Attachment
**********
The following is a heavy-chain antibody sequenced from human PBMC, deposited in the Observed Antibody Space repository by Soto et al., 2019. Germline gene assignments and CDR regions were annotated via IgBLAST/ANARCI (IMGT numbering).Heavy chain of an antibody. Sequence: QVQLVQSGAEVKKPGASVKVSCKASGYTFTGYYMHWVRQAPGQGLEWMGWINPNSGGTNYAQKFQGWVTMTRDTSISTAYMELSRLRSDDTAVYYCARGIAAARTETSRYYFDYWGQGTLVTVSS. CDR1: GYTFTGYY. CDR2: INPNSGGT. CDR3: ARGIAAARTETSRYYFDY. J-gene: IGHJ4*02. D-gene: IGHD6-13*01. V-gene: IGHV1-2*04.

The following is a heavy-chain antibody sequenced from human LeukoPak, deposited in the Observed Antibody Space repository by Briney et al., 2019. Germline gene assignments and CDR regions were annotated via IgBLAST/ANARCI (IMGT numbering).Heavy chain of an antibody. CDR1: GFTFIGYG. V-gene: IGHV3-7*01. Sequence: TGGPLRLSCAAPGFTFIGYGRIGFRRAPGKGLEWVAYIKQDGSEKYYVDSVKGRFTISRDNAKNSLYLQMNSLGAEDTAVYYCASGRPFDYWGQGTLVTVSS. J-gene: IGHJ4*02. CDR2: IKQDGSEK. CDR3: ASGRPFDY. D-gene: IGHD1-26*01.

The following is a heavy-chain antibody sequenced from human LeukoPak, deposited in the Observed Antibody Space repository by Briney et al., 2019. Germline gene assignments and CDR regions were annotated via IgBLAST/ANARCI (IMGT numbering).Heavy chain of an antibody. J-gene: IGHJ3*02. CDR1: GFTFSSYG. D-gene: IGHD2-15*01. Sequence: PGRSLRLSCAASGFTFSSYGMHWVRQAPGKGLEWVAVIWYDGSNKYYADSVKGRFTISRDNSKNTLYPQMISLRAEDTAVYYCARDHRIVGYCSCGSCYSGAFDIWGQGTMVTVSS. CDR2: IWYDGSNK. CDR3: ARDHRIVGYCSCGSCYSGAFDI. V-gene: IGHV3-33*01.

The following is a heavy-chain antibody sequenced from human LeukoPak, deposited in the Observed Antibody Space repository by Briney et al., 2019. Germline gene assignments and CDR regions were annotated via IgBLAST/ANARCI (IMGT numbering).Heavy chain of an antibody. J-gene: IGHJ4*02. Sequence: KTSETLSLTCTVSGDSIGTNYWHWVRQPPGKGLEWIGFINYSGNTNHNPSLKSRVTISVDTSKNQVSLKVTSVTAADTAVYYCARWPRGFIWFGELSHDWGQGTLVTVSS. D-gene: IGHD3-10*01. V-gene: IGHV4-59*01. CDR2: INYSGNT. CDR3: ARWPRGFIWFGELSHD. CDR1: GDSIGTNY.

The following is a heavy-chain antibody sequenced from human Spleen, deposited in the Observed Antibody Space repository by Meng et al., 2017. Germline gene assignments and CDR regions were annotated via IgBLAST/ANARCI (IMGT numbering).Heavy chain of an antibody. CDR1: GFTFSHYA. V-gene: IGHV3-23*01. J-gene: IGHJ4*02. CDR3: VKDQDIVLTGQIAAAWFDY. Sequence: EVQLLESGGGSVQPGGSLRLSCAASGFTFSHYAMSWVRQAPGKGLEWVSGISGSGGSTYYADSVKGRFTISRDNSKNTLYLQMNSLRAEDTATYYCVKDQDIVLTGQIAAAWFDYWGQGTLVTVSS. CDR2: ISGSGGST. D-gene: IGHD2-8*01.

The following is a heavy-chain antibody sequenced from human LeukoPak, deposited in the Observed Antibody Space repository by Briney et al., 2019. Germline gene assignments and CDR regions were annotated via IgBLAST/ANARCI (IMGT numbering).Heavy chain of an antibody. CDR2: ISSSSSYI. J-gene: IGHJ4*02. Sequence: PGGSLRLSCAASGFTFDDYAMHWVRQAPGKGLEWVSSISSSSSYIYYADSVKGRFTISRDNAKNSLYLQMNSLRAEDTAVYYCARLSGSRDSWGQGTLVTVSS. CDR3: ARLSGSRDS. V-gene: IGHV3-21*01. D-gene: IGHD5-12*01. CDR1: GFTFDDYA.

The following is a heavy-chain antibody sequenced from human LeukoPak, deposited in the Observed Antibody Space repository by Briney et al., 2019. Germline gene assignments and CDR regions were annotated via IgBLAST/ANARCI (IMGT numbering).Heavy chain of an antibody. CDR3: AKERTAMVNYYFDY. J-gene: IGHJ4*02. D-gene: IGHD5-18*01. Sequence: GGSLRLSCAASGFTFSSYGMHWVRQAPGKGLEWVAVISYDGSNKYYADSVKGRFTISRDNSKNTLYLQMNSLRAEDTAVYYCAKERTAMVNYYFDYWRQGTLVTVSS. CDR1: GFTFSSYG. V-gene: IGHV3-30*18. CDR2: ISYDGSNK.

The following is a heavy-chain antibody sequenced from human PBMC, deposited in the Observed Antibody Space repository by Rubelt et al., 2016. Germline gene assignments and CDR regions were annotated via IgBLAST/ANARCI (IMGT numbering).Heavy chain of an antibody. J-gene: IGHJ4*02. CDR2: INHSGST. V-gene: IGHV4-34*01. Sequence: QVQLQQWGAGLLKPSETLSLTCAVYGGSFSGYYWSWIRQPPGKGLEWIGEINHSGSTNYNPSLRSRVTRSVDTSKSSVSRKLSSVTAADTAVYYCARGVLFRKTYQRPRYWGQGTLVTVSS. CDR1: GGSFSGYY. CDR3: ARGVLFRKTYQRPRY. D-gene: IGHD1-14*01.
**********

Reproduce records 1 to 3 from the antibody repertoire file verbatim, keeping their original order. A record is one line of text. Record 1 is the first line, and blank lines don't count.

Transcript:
The following is a heavy-chain antibody sequenced from human PBMC, deposited in the Observed Antibody Space repository by Soto et al., 2019. Germline gene assignments and CDR regions were annotated via IgBLAST/ANARCI (IMGT numbering).Heavy chain of an antibody. Sequence: QVQLVQSGAEVKKPGASVKVSCKASGYTFTGYYMHWVRQAPGQGLEWMGWINPNSGGTNYAQKFQGWVTMTRDTSISTAYMELSRLRSDDTAVYYCARGIAAARTETSRYYFDYWGQGTLVTVSS. CDR1: GYTFTGYY. CDR2: INPNSGGT. CDR3: ARGIAAARTETSRYYFDY. J-gene: IGHJ4*02. D-gene: IGHD6-13*01. V-gene: IGHV1-2*04.

The following is a heavy-chain antibody sequenced from human LeukoPak, deposited in the Observed Antibody Space repository by Briney et al., 2019. Germline gene assignments and CDR regions were annotated via IgBLAST/ANARCI (IMGT numbering).Heavy chain of an antibody. CDR1: GFTFIGYG. V-gene: IGHV3-7*01. Sequence: TGGPLRLSCAAPGFTFIGYGRIGFRRAPGKGLEWVAYIKQDGSEKYYVDSVKGRFTISRDNAKNSLYLQMNSLGAEDTAVYYCASGRPFDYWGQGTLVTVSS. J-gene: IGHJ4*02. CDR2: IKQDGSEK. CDR3: ASGRPFDY. D-gene: IGHD1-26*01.

The following is a heavy-chain antibody sequenced from human LeukoPak, deposited in the Observed Antibody Space repository by Briney et al., 2019. Germline gene assignments and CDR regions were annotated via IgBLAST/ANARCI (IMGT numbering).Heavy chain of an antibody. J-gene: IGHJ3*02. CDR1: GFTFSSYG. D-gene: IGHD2-15*01. Sequence: PGRSLRLSCAASGFTFSSYGMHWVRQAPGKGLEWVAVIWYDGSNKYYADSVKGRFTISRDNSKNTLYPQMISLRAEDTAVYYCARDHRIVGYCSCGSCYSGAFDIWGQGTMVTVSS. CDR2: IWYDGSNK. CDR3: ARDHRIVGYCSCGSCYSGAFDI. V-gene: IGHV3-33*01.